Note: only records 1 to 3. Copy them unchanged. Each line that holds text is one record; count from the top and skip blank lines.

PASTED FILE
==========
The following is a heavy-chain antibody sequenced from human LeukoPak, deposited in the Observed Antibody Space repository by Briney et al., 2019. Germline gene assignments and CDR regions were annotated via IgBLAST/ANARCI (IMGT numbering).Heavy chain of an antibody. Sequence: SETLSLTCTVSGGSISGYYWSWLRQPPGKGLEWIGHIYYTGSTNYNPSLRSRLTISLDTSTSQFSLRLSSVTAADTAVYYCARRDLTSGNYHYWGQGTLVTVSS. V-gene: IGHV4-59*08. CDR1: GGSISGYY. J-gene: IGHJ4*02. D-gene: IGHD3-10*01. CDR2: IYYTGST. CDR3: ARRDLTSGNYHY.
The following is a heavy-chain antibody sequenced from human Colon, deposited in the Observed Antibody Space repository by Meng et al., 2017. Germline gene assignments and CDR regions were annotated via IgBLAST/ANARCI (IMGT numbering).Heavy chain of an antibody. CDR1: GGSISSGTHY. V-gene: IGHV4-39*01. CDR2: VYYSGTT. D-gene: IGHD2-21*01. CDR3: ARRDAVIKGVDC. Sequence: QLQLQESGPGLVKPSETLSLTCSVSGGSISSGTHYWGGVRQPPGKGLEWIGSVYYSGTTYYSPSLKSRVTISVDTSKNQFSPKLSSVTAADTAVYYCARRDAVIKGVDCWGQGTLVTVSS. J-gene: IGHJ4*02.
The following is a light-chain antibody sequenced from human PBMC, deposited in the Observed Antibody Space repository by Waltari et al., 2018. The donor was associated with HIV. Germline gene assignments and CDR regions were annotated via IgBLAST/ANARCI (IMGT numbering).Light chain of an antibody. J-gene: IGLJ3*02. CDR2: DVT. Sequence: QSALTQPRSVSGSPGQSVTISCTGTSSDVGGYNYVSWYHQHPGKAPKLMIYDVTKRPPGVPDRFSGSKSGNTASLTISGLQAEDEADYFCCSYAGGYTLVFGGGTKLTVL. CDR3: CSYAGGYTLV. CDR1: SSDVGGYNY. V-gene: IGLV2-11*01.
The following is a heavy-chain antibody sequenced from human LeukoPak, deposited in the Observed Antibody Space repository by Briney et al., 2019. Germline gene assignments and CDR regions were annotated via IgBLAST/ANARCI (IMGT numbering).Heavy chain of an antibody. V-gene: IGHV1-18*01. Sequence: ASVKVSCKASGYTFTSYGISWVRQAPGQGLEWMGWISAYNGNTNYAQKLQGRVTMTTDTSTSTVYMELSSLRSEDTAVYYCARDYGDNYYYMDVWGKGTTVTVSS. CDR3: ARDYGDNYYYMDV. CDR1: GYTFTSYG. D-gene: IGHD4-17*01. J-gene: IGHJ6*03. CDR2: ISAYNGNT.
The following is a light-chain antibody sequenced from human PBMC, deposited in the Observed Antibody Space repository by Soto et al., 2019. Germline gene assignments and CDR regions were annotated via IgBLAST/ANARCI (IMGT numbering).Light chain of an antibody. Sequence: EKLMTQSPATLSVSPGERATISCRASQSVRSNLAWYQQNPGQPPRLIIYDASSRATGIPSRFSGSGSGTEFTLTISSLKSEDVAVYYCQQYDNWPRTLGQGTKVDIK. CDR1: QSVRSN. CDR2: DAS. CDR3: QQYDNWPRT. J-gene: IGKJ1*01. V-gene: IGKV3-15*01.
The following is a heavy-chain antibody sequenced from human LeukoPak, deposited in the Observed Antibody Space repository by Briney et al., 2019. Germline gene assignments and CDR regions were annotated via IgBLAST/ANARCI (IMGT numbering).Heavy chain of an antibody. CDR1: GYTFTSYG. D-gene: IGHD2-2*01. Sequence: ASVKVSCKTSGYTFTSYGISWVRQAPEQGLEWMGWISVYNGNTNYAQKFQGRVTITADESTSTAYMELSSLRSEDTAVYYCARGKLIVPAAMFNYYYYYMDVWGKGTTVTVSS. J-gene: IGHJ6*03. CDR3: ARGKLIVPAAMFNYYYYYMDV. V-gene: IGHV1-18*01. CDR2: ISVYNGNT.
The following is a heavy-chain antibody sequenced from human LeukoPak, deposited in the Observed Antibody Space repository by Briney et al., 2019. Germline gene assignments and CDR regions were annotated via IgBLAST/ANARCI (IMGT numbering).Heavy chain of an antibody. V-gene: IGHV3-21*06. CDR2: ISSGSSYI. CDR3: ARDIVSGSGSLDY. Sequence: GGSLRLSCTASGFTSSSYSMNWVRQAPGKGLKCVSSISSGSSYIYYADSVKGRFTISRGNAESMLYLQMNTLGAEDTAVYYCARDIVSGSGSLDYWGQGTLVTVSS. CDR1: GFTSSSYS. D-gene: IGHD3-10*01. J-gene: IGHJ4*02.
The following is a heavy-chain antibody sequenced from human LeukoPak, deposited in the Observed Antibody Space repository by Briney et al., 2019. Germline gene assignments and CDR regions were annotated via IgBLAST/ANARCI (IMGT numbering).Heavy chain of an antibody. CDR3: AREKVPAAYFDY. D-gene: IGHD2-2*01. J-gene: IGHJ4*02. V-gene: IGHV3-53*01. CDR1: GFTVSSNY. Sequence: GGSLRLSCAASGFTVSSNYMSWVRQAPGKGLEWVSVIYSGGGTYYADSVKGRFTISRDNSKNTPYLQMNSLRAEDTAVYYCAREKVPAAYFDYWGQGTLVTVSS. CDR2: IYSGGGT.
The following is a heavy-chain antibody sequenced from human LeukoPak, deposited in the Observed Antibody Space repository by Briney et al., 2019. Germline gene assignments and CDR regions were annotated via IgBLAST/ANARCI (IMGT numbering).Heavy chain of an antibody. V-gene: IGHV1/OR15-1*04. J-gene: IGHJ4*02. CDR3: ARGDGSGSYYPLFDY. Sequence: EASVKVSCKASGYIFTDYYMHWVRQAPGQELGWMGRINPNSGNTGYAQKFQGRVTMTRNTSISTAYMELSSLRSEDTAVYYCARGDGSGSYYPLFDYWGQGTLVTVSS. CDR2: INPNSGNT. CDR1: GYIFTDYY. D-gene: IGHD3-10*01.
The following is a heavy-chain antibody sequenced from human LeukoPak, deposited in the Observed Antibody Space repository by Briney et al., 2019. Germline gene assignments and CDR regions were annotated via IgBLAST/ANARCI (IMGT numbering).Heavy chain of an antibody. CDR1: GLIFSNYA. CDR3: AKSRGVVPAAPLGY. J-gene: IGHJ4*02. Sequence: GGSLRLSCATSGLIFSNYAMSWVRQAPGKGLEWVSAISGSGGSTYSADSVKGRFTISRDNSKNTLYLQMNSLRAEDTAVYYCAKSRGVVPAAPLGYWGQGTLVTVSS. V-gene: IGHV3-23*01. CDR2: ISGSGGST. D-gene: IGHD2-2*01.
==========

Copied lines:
The following is a heavy-chain antibody sequenced from human LeukoPak, deposited in the Observed Antibody Space repository by Briney et al., 2019. Germline gene assignments and CDR regions were annotated via IgBLAST/ANARCI (IMGT numbering).Heavy chain of an antibody. Sequence: SETLSLTCTVSGGSISGYYWSWLRQPPGKGLEWIGHIYYTGSTNYNPSLRSRLTISLDTSTSQFSLRLSSVTAADTAVYYCARRDLTSGNYHYWGQGTLVTVSS. V-gene: IGHV4-59*08. CDR1: GGSISGYY. J-gene: IGHJ4*02. D-gene: IGHD3-10*01. CDR2: IYYTGST. CDR3: ARRDLTSGNYHY.
The following is a heavy-chain antibody sequenced from human Colon, deposited in the Observed Antibody Space repository by Meng et al., 2017. Germline gene assignments and CDR regions were annotated via IgBLAST/ANARCI (IMGT numbering).Heavy chain of an antibody. CDR1: GGSISSGTHY. V-gene: IGHV4-39*01. CDR2: VYYSGTT. D-gene: IGHD2-21*01. CDR3: ARRDAVIKGVDC. Sequence: QLQLQESGPGLVKPSETLSLTCSVSGGSISSGTHYWGGVRQPPGKGLEWIGSVYYSGTTYYSPSLKSRVTISVDTSKNQFSPKLSSVTAADTAVYYCARRDAVIKGVDCWGQGTLVTVSS. J-gene: IGHJ4*02.
The following is a light-chain antibody sequenced from human PBMC, deposited in the Observed Antibody Space repository by Waltari et al., 2018. The donor was associated with HIV. Germline gene assignments and CDR regions were annotated via IgBLAST/ANARCI (IMGT numbering).Light chain of an antibody. J-gene: IGLJ3*02. CDR2: DVT. Sequence: QSALTQPRSVSGSPGQSVTISCTGTSSDVGGYNYVSWYHQHPGKAPKLMIYDVTKRPPGVPDRFSGSKSGNTASLTISGLQAEDEADYFCCSYAGGYTLVFGGGTKLTVL. CDR3: CSYAGGYTLV. CDR1: SSDVGGYNY. V-gene: IGLV2-11*01.